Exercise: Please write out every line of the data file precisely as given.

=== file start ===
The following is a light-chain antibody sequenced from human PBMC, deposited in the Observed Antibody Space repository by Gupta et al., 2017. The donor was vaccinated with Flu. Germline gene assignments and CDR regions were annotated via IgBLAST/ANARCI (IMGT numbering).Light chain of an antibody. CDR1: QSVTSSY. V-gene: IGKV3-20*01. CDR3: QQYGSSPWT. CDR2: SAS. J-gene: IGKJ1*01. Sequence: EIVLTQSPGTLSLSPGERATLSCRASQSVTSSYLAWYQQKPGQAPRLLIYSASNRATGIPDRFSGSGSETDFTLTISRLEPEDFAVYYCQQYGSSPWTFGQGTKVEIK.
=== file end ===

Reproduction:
The following is a light-chain antibody sequenced from human PBMC, deposited in the Observed Antibody Space repository by Gupta et al., 2017. The donor was vaccinated with Flu. Germline gene assignments and CDR regions were annotated via IgBLAST/ANARCI (IMGT numbering).Light chain of an antibody. CDR1: QSVTSSY. V-gene: IGKV3-20*01. CDR3: QQYGSSPWT. CDR2: SAS. J-gene: IGKJ1*01. Sequence: EIVLTQSPGTLSLSPGERATLSCRASQSVTSSYLAWYQQKPGQAPRLLIYSASNRATGIPDRFSGSGSETDFTLTISRLEPEDFAVYYCQQYGSSPWTFGQGTKVEIK.